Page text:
Your teenager is in a daily fight. Make sure you are there in the trenches with them.
FamilyLife Today® Radio Transcript
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The Deadly Traps of Adolescence
Day 9 of 10
Guest: Dennis and Barbara Rainey
From the series: Substance Abuse
Bob: Have you heard about a new drug called cheese? Have your teenagers heard about it? If they have, and you haven't, then we've got a problem. Here is Dennis Rainey.
Dennis: Do you think we have a problem with substance abuse? We've got a massive problem, and the problem is not a teenager problem. In my opinion, it's an adult problem. It's the failure of parents to be involved in their children's lives – guarding, protecting, and keeping them away from this type of substance that can destroy their lives.
Bob: This is FamilyLife Today for Thursday, July 19th. Our host is the president of FamilyLife, Dennis Rainey, and I'm Bob Lepine. What have you done to warn and protect your children about alcohol and drug abuse? Stay with us.
And welcome to FamilyLife Today, thanks for joining us on the Thursday edition. Last week and again this week, we have been talking about some of the pitfalls, some of the traps that face our teenagers as they walk through their teen years, and we've been talking about the need for proactive parenting; the need for us to pass along mature, godly wisdom to our sons and our daughters as they go through their adolescent years, which is something that the Bible talks about over and over again.
Dennis: It does. In fact, Proverbs, chapter 13, verse 14 says, "The teaching of the wise is a fountain of life to turn aside from the snares of death."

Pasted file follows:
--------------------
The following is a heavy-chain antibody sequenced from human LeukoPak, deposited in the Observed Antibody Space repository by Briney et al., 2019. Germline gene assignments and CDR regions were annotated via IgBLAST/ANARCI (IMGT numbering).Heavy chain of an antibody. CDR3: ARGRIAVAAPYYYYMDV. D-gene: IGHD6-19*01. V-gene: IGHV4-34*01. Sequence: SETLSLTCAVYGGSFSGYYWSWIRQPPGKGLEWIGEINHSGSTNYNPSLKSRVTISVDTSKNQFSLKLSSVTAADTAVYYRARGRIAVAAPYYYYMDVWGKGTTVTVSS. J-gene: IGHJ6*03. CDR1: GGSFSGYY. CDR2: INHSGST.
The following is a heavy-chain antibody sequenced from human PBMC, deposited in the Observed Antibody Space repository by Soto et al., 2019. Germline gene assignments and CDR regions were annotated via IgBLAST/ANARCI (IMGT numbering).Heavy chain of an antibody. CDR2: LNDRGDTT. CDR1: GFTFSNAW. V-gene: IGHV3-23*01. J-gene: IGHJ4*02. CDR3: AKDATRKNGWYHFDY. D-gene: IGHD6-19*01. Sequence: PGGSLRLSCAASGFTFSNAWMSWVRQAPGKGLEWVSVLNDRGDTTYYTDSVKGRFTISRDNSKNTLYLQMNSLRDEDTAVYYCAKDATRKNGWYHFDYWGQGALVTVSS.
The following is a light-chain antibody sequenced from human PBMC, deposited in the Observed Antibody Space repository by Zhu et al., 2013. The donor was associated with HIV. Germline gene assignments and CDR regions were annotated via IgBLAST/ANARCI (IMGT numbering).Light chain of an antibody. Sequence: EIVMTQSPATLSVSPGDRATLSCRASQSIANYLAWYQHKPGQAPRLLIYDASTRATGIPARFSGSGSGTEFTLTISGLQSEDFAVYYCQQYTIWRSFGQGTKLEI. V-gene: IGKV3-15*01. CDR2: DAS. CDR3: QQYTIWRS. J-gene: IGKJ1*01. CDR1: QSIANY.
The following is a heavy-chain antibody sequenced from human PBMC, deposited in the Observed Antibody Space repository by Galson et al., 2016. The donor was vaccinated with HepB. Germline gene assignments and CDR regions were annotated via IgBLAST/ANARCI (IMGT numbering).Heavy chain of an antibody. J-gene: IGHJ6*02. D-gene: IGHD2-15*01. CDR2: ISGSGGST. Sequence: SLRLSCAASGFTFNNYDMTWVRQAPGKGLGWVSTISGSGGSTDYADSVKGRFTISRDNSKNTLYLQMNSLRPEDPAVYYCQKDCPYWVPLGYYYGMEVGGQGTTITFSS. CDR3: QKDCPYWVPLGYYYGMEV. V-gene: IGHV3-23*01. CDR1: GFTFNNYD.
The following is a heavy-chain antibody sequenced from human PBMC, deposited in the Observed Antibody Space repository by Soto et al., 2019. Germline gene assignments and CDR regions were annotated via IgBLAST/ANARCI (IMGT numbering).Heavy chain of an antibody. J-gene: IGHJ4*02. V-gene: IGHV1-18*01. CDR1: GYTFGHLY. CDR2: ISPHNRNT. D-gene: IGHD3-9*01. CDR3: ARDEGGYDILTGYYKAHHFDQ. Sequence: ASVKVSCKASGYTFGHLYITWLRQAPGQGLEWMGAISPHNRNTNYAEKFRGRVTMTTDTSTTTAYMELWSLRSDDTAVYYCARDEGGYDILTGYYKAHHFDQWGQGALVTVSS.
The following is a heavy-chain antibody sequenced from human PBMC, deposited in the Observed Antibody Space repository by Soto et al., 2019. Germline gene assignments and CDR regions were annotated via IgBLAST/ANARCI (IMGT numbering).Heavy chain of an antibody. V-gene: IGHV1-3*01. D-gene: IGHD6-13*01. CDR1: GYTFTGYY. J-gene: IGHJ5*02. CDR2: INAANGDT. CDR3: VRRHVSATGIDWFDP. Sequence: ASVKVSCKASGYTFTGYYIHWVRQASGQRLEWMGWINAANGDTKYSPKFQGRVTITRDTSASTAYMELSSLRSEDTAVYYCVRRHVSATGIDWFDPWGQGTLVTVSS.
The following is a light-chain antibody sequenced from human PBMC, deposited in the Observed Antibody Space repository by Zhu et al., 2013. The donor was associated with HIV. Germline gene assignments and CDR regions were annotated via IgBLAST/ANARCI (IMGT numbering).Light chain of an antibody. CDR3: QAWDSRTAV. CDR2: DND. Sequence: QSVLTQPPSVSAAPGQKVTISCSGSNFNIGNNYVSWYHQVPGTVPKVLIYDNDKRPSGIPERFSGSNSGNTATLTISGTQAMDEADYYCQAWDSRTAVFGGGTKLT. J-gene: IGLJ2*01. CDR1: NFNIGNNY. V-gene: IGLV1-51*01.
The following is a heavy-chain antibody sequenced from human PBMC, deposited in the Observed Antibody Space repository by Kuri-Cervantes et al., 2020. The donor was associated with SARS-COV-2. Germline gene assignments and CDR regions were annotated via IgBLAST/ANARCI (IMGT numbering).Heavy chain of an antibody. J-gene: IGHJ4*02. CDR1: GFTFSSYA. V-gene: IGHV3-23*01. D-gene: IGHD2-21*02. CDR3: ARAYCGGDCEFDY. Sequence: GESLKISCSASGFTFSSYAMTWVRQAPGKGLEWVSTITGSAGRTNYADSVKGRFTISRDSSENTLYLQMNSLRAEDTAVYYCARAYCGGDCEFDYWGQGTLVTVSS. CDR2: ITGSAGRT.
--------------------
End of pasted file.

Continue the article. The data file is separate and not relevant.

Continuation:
You know, the Book of Proverbs was written by Solomon, I think, primarily to teach his son. Proverbs 13, 14 really exhorts a child to listen to the teaching of a wise person, because it brings forth life, but it also warns that, as parents, what we're helping our children do is turn aside from a snare that would produce death.
Bob: And the trap that we're going to be talking about on the broadcast today is one that has tragically claimed the lives of countless thousands of young people.
Dennis: Well, listen to these statistics, and these come from the PRIDE, which is the National Parents' Resource Institute for Drug Education, which, Bob, is an incredible survey of more than 129,000 students in the sixth grade all the way through the 12th grade, done in more than 26 states across the country, and they found that of all sixth through twelfth graders, 29.5 percent of them had used an illicit drug at least once in the past year.
Bob: Three out of 10?
Dennis: Three out of the 10 – marijuana, of those in grade 6 through 8, 13.6 percent used marijuana at least once this past year. And then you take alcohol, of those who are in middle school – 44.5 percent have used alcohol at least once in the past year. Then there's smoking – of those in middle school, 31.1 percent have smoked cigarettes at least once during that school year, and of those in high school, 48.2 percent.
Do you think we have a problem with substance abuse? We've got a massive problem, and the problem – this is going to sound radical – the problem is not a teenager problem. In my opinion, it's an adult problem, it's the failure of parents to be involved in their children's lives – guarding, protecting, drawing boundaries around their children's lives, and keeping them away from this type of substance that can destroy their lives.
Bob: I've got to confess to you my own naivete in this area. When I was in the 9th grade, I was standing at my locker one day, and a fellow who was on the football team with me came up and leaned up against the locker next to mine, and he said, "Hey, Bob, you interested in a bag of marijuana?" And I said, "No, I don't think so." He says, "Okay, it's cool," and walked away.